With Australia’s richest man set to sell his strata management business, it appears not all are happy with the 90 changes to strata laws which came into effect in New South Wales on November 30.

In September, Harry Triguboff’s real estate development company Meriton announced it was selling its strata management business in response to one of the changes which render the developer of a strata scheme or any related parties ineligible to serve as a strata manager for at least the first10 years of a strata plan. That change, Triguboff said, would make it impossible for companies like his to manage complexes they develop from a strata perspective.

Whilst this particular aspect of the changes might be disliked by at least one billionaire, the reforms extend beyond that and cut across matters such as strata management accountability, unit owner protection, dispute resolution, electronic communications, tenant participation, parking, renovations and the collective sale and wind up of a strata scheme. According to Fair Trading NSW, they will impact around two million industry professionals, strata owners and residents in strata titled townhouses and units.

The two biggest areas of change surround collective sales and redevelopments, and defect bonds.

A collective sale occurs where owners of units within a strata scheme reach a collective agreement to sell their holdings, typically in response to an approach by a developer. By contrast, a redevelopment involves a collective agreement to redevelop the strata scheme in a way that requires its replacement with a new strata scheme. For example, an agreement could be entered into with a developer for the replacement of an existing strata building with a new strata scheme, with unit owners having the opportunity to buy back into it.

According to Jean-Paul Fraticelli, a senior associate, accredited property law specialist and head of strata and community title law at National property and commercial law firm Madison Marcus Law Firm, the termination of a strata scheme under the previous legislation could only be achieved through an application to either the Registrar General of Land Titles or the Supreme Court. Applications to the Registrar General had to be signed by all lot owners and a number of other stakeholders, and thus required unanimous agreement between all lot owners.

On the other hand, Supreme Court applications could be made by any individual owner, but whether or not the application was granted was at the Court’s discretion. Fraticelli says he is unaware of any case where an application was granted without the unanimous agreement of all lot owners.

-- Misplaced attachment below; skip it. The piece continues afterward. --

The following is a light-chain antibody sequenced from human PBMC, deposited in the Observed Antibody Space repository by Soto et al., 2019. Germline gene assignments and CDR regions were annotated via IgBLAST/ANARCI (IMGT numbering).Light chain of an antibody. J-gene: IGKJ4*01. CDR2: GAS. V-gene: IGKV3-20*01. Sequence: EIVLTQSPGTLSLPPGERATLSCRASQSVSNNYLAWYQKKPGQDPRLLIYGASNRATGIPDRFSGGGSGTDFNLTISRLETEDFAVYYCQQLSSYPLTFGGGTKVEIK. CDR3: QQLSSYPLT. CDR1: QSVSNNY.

The upshot, Fraticelli says, is that unanimous agreement among lot owners was needed before a collective sale could proceed – something which is difficult to achieve in cases of large strata schemes or schemes where elderly residents may be reluctant to move. Indeed, he says that as at 2012, data from the NSW Government indicated that at a time when 71,000 strata schemes were in place, only 826 such schemes had ever been terminated.

Under the new laws, however, collective sales or redevelopments will be able to take place if at least the owners of 75 percent of lots agree to do so. For this to happen, owners must receive at least fair market value for their property and be given at least 60 days to consider the proposal. Furthermore, all plans and approvals are checked by the NSW Land and Environment Court, which makes the final decision as to whether the proposal should proceed. The new rules will apply to both residential and commercial developments.

Fraticelli says the benefits of making collective sales and redevelopments easier could be significant. From the viewpoint of owners, he said such agreements can provide an effective exit strategy in cases where the building’s condition has deteriorated and there is insufficient money held in the capital works fund to cover the cost of necessary works. This situation is not unheard of in Sydney, where some buildings the subject of strata schemes are more than a century old.

At a broader level, he says this could facilitate the renewal of older and potentially under-utilised properties along with the creation of new housing supply in cases where the renewed complex will involve additional storeys.

“It might be a 15-lot development right now, but you may (under a renewal) be able to fit 50 to 100 units on it,” Fraticelli said.

In addition, both Fraticelli and Peter Rusbourne, a commercial property and business law specialist at Sydney-based property and commercial law firm Watkins Tapsell Solicitors point out that these changes will impact commercial leases in addition to residential leases.

When a commercial strata scheme is terminated, Rusbourne says, the commercial lease will also be terminated and commercial tenants will lose long term leases or leases with options over long periods and be required to vacate the premises. This, Rusbourne says, could expose the landlord to action for damages with respect to the tenant’s loss of commercial premises and consequential potential loss of business or livelihood.

The other large impact area involves a ‘defects bond’ which developers will have to lodge with NSW Fair Trading in respect of residential and mixed use developments. Equal to two per cent of the construction cost of the building, this will act as a form of security to cover any costs associated with defective building work.

The developer must also table a maintenance schedule at the first annual general meeting of the owners and implement a process of identification and rectification of defects. As part of this process, they must engage an independent inspector who will carry out an examination of the building and issue an interim report outlining all defects found in both lot areas and common areas. This will be followed 20 to 24 months later by a final inspection and report which will outline any areas from the initial report which have not been rectified.